God gave suffering the power to dispel insensitivity in man, allowing him to become pure and clear, prepared for the ultimate good at its appointed time. The amount of suffering needed to purify the individual would then depend on the amount of insensitivity that he has acquired as a result of his deeds.
The Way of God, 2:2:5
Once a husband and wife decided to go for a stroll in the woods behind their home. They dressed sportingly, walking stick and all, and began their stroll down the path as they had done so many times before.
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As they walked, oblivious to the world beyond the forest, their peace of mind was interrupted. Ahead, in the middle of the road lay a huge tree that had fallen as a result of the previous night’s storm. Reaching far in each direction, and being a couple of feet high, the tree was truly an impasse.
Irritated, the man turned to his wife and in a less than calm tone asked,
"What should we do now?"
The wife, equally irritated, suggested turning back, for to walk in either direction or to cross over the middle of the tree would dirty their clothes. But the man would have nothing of it. He insisted upon continuing their walk.
So together the husband and wife climbed over the tree and, after a short struggle, overcame the obstacle.
"Well, that’s that," the husband said, wiping the dirt off his clothes.
"Yes," said his wife chuckling to herself. "I didn’t know we still had it in us. And look! Look at those flowers over there. I’ve been this way hundreds of times and have never once seen those flowers. It was worth the climb just for this."
"Yes, you’re quite right," said the husband, "This whole episode sort of made time stand still. Well, on with our walk."
Meanwhile, further down the path a man was jogging, also oblivious to his surroundings. His feet were worn from carrying the burden of his body, which he felt as each foot pounded the pavement. His breathing was strained and heavy.
Each stride the jogger took, no matter how painful it was, it was his own choice - something he had decided to do. His life did not depend upon finishing the run, but he willingly sacrificed his comfort just to get to the ‘finishing line’ at the end of the path.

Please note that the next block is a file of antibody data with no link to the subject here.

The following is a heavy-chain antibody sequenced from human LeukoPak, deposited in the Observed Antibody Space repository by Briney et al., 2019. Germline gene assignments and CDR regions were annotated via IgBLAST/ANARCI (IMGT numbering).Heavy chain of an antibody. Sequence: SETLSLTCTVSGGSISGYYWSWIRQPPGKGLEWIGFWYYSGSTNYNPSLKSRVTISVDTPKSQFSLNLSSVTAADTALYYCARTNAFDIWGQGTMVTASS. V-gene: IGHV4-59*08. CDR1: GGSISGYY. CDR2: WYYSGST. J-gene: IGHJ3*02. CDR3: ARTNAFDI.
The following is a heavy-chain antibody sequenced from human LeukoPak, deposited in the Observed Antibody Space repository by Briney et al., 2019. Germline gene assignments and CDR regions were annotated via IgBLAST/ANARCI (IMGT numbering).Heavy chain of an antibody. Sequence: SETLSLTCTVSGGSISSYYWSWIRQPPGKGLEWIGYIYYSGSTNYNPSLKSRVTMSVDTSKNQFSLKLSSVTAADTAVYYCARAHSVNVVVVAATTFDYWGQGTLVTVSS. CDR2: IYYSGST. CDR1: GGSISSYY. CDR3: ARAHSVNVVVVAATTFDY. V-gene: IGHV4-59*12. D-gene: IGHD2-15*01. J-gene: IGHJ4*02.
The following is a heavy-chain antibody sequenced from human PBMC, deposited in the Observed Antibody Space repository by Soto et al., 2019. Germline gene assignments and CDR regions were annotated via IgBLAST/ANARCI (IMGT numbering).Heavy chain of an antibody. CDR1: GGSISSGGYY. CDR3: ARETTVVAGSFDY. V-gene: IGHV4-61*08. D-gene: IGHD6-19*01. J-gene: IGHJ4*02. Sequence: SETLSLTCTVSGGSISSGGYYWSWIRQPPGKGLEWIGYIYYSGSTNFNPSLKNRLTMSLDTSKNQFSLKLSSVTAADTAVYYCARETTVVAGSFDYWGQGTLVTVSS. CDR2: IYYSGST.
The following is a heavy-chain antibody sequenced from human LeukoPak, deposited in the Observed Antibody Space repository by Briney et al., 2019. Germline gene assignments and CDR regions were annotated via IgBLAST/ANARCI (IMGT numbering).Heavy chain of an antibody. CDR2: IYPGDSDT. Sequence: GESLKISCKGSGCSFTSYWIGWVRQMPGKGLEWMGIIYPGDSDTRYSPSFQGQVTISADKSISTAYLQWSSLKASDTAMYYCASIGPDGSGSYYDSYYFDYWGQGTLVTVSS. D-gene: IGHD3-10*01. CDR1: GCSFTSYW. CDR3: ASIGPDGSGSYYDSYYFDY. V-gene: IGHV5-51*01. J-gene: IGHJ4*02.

Without warning, the jogger’s foot caught a pothole and his body collapsed, crushing his leg against the ground. The pain was unbearable, and he screamed. The couple, hearing the man’s screaming, ran down the path as fast as they could to help him.
Upon finding the injured runner, the man and woman tended to his injury, and after some time, they helped the runner reach a nearby hospital. As the runner limped away in pain, he thought to himself, "What pain! Why me?"
Meanwhile, not far away from where the couple and the runner were seated, a woman was also screaming; she was giving birth. Her pain was also unbearable, yet, this was her third child, and, with God’s help, she planned to have more. Moments later, a different scream was heard - it was the voice of the new baby and the mother and father could be heard laughing with joy.
Not all suffering is the same; not all suffering we question, whether inflicted on the guilty or the innocent. Specific types of suffering bother us more than others, such as the kind we don’t choose, the kind that hampers us from achieving the goals we set out to achieve, prolonged suffering, and suffering that comes by way of people we do not like.
Worst of all, we hate with a passion suffering that has no apparent meaning, either because of its intensity, its magnitude, or both. However, whatever kind of suffering one must endure, and for whatever the reason the suffering may occur, one thing is for certain: suffering changes lives.
Suffering makes people more sensitive to their own lives. It makes them more aware of the context in which they live, and it makes the sufferer aware of new avenues for positive change. Indeed, the Talmud states that this is the main purpose for suffering:
Rabbi Zira said, and some say Rabbi Chisda said: if a person sees that he is suffering, he should examine his actions; if he examined his ways and found nothing in need of correction, then he can assume that the suffering is because of ineffective use of time that could have been used for learning Torah. (Talmud Brochos 5a.)Furthermore, suffering is humbling, and for that matter it makes one examine one’s vulnerability on the way to becoming less vulnerable. (Eventually, the Land of Israel was bound to become the home of the Jewish people. But, according to most historians (secular and religious) the vulnerability of the Jews to European anti-Semitism in the 1930’s and 40’s certainly speeded us the process up to create a Jewish homeland.) So often people talk about how suffering showed them levels of inner resolve they never knew they had. Such people grow from suffering; they become stronger and learn to glean more from every moment of life. They are the kinds of people who replace the word ‘problem’ with ‘challenge,’ the word ‘suffering’ with ‘opportunity.’ Such people agree that there really isn’t a way to make suffering enjoyable, but they try always to find a way to make suffering produce beneficial results.